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Taal’s horses: Only 43 of 3,000 were ferried off dangerous island

/ 05:54 AM January 17, 2020
Taal Volcano

Forty-three of 3,000 horses trapped on Taal Volcano Island were saved before the government declared it a “no man’s land,” throwing the fate of the remaining animals into doubt, despite efforts of animal welfare organizations to rescue them.

Forty-three of 3,000 horses trapped on Taal Volcano Island were saved before the government declared it a “no man’s land,” throwing the fate of the remaining animals into doubt, despite efforts of animal welfare organizations to rescue them.

Philippine Animal Welfare Society (Paws) executive director Anna Cabrera told the Inquirer that on Wednesday, after days of scattershot efforts by private groups to feed and medicate animals left by residents fleeing the wrath of Taal Volcano, the Batangas provincial government had finally gotten involved.

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Cabrera said officials called an emergency meeting that day with animal welfare organizations, public and private veterinarians and other local and international groups to coordinate their efforts, putting an end to chaos that marked rescue efforts on previous days when the groups struck anywhere they were needed.

Shelter for animals

Batangas Vice Gov. Mark Leviste pledged his sprawling personal property in Lipa City for use as temporary shelter for rescued animals. Though no exact size was given, Cabrera said the “huge” land stretched for “hectares and hectares.”

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Veterinarians were assigned to various areas to ensure they could provide immediate first aid to animals in need of medical attention.

“This is unlike the last few days when we had to bring animals all the way back to Quezon City for our own veterinarians to take a look,” Cabrera said. “Now we can go in, get an animal, take it to a staging area, then go back and find more.”

Paws is one of several groups, including People for the Ethical Treatment of Animals (Peta), that have swooped down on the Taal region to tend to pets, poultry and farm animals left behind by their owners who fled the villages when Taal suddenly came to life on Sunday.

“It’s very difficult because we’re running against time,” said Cabrera, who pointed out that duplicate efforts would complicate their ability to rescue as many animals as possible. “There’s now a plan for the animals to also be part of the evacuation.”

In a statement on Facebook, Paws said the animals it had seen were “weak from hunger and dehydration,” because ash from the volcano had wiped out grass and crops.

Up to Wednesday, however, most of the groups were working without assistance from the government. Three Peta volunteers were left briefly stranded on Volcano Island on Wednesday morning as they tried to save animals there.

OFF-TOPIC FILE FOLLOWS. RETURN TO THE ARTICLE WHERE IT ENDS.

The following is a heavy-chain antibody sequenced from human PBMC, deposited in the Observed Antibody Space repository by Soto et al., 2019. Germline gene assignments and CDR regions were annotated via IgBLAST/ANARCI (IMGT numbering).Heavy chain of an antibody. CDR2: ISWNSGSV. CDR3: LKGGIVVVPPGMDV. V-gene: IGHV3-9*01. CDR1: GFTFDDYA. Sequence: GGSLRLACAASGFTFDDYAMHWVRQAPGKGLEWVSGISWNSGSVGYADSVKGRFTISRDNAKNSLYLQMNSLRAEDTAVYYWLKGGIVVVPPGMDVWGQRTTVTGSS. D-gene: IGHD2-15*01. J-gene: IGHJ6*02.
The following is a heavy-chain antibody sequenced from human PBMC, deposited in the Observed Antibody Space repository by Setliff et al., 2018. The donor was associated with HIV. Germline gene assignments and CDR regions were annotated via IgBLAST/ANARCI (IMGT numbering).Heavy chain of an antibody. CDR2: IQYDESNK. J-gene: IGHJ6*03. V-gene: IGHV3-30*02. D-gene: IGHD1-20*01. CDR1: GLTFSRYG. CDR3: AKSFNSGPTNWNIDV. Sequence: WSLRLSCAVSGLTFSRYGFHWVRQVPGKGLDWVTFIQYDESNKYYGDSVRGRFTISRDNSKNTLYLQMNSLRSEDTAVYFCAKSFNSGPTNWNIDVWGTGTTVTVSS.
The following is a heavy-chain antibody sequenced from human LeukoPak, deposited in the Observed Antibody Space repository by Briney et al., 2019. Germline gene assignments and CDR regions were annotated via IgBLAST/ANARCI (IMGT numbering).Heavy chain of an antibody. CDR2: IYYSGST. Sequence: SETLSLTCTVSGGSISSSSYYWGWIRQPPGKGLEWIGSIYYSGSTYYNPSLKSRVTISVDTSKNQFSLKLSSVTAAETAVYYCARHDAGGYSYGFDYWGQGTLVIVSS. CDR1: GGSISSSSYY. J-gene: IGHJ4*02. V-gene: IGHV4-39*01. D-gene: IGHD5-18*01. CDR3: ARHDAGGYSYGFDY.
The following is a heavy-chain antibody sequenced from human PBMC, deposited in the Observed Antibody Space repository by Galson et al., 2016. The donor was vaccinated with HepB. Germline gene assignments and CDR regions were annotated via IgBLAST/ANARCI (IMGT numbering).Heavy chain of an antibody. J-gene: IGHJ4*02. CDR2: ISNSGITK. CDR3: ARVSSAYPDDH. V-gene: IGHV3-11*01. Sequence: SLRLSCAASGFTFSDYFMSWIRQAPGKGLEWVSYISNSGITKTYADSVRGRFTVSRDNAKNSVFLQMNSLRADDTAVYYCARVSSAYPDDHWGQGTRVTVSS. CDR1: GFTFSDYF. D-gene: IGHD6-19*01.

Cabrera said the Coast Guard rescued the volunteers on the same day.

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Successful transfer

Paws said the owners of the stranded horses used “three to four wooden boats and rowed over 50 kilometers” to bring the animals to safety at Balete town in Batangas.

As residents were evacuated from Balete, too, Cabrera said the horses were transferred by truck to the Lipa City Veterinary Office on Wednesday night along with seven cows, three carabaos, five goats and one pig.

“The success of the sudden evacuation provided a glimmer of hope for some of the horse owners who said there were still animals left alive on Taal Volcano Island,” Paws said in a Facebook post on Thursday.

It was the first large-scale transfer of animals rescued from the danger zone since the eruptions that began on Sunday.

The animal welfare groups used social media to boost their efforts, including a Facebook group called Taal Rescue Ride Share where residents with available cars can offer to help transport rescued animals to staging areas.

Animal rights organizations had complained that the military initially prohibited residents from taking animals with them, with Cabrera lamenting that Paws has long called for disaster response plans that have provisions for animals.

Inquirer calls for support for the victims of Taal volcano eruption
Responding to appeals for help, the Inquirer is extending its relief to the families affected by the recent eruption of Taal volcano.
Cash donations may be deposited in the Inquirer Foundation Corp. Banco De Oro (BDO) Current Account No: 007960018860.
Inquiries may be addressed and emailed to Inquirer’s Corporate Affairs office through [email protected]
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TAGS: animals in Taal, Batangas, Calamity, Evacuation, Horses, Lipa City Veterinary, Taal eruption, Taal Volcano
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